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Trinity Lutheran Church of Columbia v. Comer

The Missouri Department of Natural Resources Solid Waste Management Program awards competitive grants to qualifying organizations to purchase recycled tire rubber, which is used to resurface playgrounds. In order to comply with the No-Aid Clause of the Missouri Constitution, the program does not award grants to organizations owned or operated by “a church, sect, or denomination of religions.”
 

Masterpiece Cakeshop v. Colorado Civil Rights Commission

In 2012, a same-sex couple asked Masterpiece Cakeshop to bake a cake for their wedding. The bakery's owner refused, citing his religious belief that homosexuality is a sin. The couple then filed a complaint with the Colorado Civil Rights Commission under the state’s public accommodations law, which forbids discrimination on the basis of sexual orientation.

Medina v. Catholic Health Initiatives

The Employee Retirement Income Security Act regulates employee-benefit plans to protect the interests of employees who participate in the plans. To avoid undue governmental intrusion in church affairs, the Act provides an exemption for plans established by churches. Some non-church entities have begun to claim this exemption.

United States v. Sterling

Marine Lance Corporal Monifa Sterling defied her superior officers on multiple occasions. She refused to report to duty when ordered and refused to wear the required uniform. She also posted signs in her public workspace, where other Marines routinely came to receive support services, which stated: "No weapon formed against me shall prosper." When her supervisor ordered her to remove the signs, LCpl Sterling refused--twice--causing her superior officer to take the signs down herself. 

Advocate Healthcare Network and Subsidiaries v. Stapleton

The Employee Retirement Income Security Act (ERISA) regulates employee-benefit plans to protect the interests of employees who participate in these plans. To avoid undue governmental intrusion in church affairs, the Act provides an exemption for plans established by churches. Some non-church entities have begun to claim this exemption.

Dignity Health v. Rollins

The Employee Retirement Income Security Act (ERISA) regulates employee-benefit plans to protect the interests of employees who participate in these plans. To avoid undue governmental intrusion in church affairs, the Act provides an exemption for plans established by churches. Some non-church entities have begun to claim this exemption.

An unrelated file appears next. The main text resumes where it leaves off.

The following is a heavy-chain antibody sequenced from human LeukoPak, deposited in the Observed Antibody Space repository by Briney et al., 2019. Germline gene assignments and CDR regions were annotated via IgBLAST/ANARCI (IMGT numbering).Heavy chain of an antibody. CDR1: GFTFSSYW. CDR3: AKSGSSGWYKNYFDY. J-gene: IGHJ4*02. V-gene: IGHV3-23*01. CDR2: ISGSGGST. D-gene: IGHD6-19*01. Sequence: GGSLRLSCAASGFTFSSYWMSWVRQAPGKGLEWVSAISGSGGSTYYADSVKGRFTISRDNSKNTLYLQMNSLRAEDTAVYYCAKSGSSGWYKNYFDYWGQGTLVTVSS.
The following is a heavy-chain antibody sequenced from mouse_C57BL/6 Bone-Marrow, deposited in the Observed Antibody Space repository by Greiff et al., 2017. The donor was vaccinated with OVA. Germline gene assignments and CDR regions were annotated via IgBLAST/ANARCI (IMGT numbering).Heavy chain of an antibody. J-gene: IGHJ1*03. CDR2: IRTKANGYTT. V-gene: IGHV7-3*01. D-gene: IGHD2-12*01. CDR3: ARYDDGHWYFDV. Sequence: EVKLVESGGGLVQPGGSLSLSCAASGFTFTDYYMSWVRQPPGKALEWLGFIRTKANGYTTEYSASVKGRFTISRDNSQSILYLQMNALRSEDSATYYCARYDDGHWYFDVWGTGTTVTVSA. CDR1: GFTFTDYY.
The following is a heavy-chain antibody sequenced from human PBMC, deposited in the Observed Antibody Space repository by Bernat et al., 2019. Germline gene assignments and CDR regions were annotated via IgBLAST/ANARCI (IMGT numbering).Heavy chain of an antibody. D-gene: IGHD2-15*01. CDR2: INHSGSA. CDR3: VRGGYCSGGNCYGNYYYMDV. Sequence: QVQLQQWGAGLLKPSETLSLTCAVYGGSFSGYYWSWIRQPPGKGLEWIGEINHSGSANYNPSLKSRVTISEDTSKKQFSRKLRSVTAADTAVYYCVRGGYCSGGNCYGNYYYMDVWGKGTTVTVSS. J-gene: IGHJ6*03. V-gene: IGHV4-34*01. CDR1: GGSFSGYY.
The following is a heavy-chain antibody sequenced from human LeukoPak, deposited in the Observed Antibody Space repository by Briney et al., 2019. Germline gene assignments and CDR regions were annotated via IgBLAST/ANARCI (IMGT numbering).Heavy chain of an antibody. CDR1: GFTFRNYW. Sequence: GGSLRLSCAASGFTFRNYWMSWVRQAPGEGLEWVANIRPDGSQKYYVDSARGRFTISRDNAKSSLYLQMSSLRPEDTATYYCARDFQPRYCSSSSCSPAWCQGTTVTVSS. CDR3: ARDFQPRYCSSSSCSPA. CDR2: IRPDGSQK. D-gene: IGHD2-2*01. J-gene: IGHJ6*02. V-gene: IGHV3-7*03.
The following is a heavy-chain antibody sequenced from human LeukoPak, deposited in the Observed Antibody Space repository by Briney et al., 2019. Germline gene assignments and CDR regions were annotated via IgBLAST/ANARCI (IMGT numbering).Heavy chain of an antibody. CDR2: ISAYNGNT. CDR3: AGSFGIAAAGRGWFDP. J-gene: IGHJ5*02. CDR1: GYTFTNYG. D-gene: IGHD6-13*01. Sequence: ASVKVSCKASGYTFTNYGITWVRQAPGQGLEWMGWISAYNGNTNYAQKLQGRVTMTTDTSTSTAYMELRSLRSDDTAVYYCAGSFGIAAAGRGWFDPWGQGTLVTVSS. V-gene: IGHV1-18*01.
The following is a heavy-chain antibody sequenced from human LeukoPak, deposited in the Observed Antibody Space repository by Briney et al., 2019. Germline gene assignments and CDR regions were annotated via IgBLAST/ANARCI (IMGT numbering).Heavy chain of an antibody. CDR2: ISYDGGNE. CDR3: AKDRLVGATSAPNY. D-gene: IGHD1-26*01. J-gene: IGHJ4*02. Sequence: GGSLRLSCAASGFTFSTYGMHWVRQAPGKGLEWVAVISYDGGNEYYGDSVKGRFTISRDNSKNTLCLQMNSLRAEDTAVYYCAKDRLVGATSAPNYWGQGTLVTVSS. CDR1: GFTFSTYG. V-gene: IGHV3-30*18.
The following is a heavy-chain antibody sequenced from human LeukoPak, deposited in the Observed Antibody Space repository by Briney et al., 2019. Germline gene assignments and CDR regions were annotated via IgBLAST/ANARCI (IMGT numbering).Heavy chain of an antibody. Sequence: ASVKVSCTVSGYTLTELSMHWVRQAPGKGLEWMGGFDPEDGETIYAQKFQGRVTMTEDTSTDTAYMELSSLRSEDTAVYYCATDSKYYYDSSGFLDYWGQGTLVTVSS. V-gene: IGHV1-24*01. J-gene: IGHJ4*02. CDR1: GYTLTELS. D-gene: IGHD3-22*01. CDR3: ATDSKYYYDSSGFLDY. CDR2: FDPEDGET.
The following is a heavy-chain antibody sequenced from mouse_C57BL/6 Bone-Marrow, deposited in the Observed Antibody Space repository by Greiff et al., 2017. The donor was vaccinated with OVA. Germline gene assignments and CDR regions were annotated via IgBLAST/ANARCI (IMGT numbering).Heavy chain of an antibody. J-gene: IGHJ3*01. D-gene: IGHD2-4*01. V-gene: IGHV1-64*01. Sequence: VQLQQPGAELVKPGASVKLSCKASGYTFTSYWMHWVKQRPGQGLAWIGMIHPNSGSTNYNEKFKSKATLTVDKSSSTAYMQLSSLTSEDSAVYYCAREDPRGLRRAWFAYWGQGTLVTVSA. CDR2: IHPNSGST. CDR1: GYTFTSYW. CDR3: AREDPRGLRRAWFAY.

St. Peter's Healthcare System v. Kaplan

The Employee Retirement Income Security Act (ERISA) regulates employee-benefit plans to protect the interests of employees who participate in the plans. To avoid undue governmental intrusion in church affairs, the Act provides an exemption for plans established by churches. Some non-church entities have begun to claim this exemption.

Lund v. Rowan County

The Rowan County Board of Commissioners opens its public meetings with an invocation given by one of the Commissioners. Ninety-seven percent of these invocations are explicitly Christian, and Commissioners direct the audience to participate in the prayers. The Commissioners have made statements suggesting that the County views non-Christian beliefs with disfavor, and they have created an atmosphere that led to the harassment of religious minorities at Board meetings.

Bormuth v. County of Jackson

The Jackson County Board of Commissioners opens its public meetings with an invocation delivered by one of its nine Commissioners. The Commissioners—all of whom are Christian—deliver Christian prayers, often in the name of Jesus Christ, and do not allow members of other faiths to lead the prayer. Citizens who attend the meetings in order to petition the Commissioners have little choice but to participate, even if doing so violates their conscience.

Waters v. Ricketts

In November 2014, several same-sex couples challenged the Nebraska laws that limited marriage to opposite-sex couples. In March 2015, the trial court granted a preliminary injunction to the plaintiffs, finding it likely that plaintiffs would prevail on their claim that Nebraska’s marriage laws violated the plaintiffs’ right to equal protection.

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